13.0391 decision-making alternatives

From: Humanist Discussion Group (willard@lists.village.virginia.edu)
Date: Thu Feb 10 2000 - 07:55:45 CUT

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                   Humanist Discussion Group, Vol. 13, No. 391.
           Centre for Computing in the Humanities, King's College London

             Date: Thu, 10 Feb 2000 07:51:55 +0000
             From: "Osher Doctorow" <osher@ix.netcom.com>
             Subject: two alternatives in decision-making

    Dear Willard McCarty:

    I'd like to entitle this contribution Computer Testing of Two Alternative
    THeories in Decision-Making. I'm going to translate everything into
    ordinary Humanist English here, under the plausible conjecture that if it
    can't be expressed that way, it's probably not real.

    Microsoft decision-making algorithms and programs are based on Bayesian
    conditional probability algorithms. For the non-specialist, a simple
    illustration of conditional probability is the probability that it will
    rain given that it is snowing, which is calculated as the probability of
    both rain and snow divided by the probability of snow. This is
    symbolically written P(rain given snow) or more simply P(rain/snow), where
    / means given. Notice that this is undefined when the probability of rain,
    symbolically P(rain), is 0, since you can't divide by 0 in mathematics.

    Logic-based probability (LBP), which the author has developed since 1980,
    assigns a probability to the logical conditional (which in unrelated to
    conditional probability) if a then b, which can be written a arrow b or
    a-->b or with the above example if snow then rain, i.e., snow---> rain. So
    we calculate the probability that if it snows then it rains. It turns out
    purely mathematically that this probability is the probability of rain and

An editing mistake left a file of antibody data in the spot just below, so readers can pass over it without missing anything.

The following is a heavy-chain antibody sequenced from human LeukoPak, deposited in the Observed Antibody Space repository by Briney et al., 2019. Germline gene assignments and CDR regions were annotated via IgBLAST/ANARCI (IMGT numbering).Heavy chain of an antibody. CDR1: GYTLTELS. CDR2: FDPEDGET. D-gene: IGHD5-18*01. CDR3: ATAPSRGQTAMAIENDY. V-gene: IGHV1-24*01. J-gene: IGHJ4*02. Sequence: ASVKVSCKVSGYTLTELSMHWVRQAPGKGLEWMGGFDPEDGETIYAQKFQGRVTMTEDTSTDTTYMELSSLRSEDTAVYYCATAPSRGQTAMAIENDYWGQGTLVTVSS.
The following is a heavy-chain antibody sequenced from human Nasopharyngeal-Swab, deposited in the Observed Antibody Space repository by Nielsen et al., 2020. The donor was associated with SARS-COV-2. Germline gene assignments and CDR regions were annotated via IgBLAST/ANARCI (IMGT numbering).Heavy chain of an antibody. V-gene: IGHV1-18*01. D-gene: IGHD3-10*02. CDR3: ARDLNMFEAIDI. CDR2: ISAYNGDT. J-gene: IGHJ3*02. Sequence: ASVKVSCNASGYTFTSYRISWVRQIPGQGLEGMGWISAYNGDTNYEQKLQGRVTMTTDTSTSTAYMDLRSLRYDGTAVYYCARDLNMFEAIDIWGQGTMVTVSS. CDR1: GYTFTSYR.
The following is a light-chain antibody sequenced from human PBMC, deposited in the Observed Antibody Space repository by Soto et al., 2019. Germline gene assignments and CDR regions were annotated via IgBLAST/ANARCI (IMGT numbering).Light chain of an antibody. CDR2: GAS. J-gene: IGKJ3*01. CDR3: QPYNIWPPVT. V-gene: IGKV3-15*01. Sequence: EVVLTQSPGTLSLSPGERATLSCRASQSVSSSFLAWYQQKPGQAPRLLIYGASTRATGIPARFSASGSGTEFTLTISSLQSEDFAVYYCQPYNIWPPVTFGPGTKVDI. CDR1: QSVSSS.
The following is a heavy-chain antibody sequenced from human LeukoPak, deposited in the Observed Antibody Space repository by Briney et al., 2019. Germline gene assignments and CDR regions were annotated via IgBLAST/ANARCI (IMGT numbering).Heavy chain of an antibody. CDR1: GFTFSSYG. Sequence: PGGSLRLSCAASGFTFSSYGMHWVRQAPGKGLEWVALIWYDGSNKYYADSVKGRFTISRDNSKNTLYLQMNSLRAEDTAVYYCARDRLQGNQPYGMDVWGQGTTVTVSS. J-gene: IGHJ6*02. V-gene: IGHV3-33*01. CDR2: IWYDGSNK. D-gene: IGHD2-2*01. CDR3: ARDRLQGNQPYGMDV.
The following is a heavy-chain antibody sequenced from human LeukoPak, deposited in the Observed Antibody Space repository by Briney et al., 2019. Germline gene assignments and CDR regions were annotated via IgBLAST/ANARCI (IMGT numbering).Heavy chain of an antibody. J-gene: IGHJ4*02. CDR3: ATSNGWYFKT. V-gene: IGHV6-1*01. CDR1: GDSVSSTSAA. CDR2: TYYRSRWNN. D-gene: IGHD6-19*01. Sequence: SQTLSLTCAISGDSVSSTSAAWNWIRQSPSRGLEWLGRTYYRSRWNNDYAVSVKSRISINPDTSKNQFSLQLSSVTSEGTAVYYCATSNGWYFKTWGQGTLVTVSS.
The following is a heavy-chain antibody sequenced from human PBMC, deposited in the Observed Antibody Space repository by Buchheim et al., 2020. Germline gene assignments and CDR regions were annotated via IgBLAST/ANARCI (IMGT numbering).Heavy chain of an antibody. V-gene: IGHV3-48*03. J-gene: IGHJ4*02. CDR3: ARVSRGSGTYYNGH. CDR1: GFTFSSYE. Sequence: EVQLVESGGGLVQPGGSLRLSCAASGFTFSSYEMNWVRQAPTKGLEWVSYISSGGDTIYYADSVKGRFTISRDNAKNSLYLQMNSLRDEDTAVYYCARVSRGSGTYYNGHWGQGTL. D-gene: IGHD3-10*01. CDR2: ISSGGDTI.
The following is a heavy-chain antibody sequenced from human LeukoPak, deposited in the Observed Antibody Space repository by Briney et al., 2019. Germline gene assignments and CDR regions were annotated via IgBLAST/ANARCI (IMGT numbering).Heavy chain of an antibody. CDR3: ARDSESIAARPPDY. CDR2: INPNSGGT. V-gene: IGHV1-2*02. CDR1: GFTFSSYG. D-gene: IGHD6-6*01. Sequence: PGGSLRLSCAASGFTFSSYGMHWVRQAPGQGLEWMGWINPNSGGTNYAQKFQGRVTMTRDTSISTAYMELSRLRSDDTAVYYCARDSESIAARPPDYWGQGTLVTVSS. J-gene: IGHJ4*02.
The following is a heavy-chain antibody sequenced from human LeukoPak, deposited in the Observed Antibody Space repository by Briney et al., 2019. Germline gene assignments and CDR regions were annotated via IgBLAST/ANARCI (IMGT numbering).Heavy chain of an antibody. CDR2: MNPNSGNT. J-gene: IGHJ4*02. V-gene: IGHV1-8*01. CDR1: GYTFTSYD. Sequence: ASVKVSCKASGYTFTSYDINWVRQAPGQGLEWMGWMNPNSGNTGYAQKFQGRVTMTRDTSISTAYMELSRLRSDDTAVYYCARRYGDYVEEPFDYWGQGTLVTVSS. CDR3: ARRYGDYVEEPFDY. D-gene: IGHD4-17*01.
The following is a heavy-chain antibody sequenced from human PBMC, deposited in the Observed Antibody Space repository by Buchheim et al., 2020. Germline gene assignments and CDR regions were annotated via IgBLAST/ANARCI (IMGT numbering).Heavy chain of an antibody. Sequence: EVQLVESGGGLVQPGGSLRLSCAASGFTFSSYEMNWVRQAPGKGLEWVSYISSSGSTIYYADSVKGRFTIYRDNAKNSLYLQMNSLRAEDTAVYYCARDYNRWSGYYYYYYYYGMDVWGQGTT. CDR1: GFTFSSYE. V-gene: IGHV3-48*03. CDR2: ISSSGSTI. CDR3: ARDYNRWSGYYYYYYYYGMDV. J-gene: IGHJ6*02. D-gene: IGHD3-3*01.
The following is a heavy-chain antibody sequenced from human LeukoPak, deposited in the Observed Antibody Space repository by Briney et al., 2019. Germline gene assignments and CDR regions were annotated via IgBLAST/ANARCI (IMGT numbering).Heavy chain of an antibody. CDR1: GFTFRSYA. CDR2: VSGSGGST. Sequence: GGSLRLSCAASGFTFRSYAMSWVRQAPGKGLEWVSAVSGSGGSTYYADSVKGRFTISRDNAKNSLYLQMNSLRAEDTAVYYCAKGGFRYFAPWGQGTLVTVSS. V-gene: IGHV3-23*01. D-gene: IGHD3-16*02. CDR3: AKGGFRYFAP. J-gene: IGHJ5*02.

snow minus the probability of snow plus 1, and it is denoted P(snow -->
    rain) = P(snow and rain) - P(snow) + 1 where P( ) is probability of.

    If you compare the two, Bayesian P(rain/snow) and LBP P(snow --> rain),
    they only differ algebraically by replacing division in the former by
    subtraction in the latter, noting that the occurrence of 1 insures that the
    result is a singule probability in P(snow --> rain). The Bayesian
    P(rain/snow) does not contain a 1 in its formula, and therefore turns out
    not to be a single probability but a ratio of probabilities, which has the
    disadvantage of being undefined when the denominator P(snow) is 0. Of
    course, the actual computed results for the two alternative types will be
    very different in most situations, because the results of division and
    subtraction differ enormously mathematically.

    Now comes the computer. Microsoft wants very much to market its
    (statistical) decision algorithms, based on Bayesian conditional
    probability, also called Bayesian probability or conditional
    probability. So it does just that. The author, on the other hand,
    develops a computer algorithm using LBP probability. Which do you think
    works much better? The answer is LBP.

    Why does LBP work much better than Microsoft's Bayesian version? After
    all, they only differ algebraically by changing division to
    subtraction. But that is precisely the point. Since you cannot divide by
    0 in Microsoft's division-based algorithm, you miss very rare events
    (which, believe it or not, are assigned probability 0 under certain general
    assumptions in probability and statistics - technically continuous
    probability distributions if you want to know). So Microsoft cannot deal
    with very rare events (genius, great inventions, catastrophes, strokes of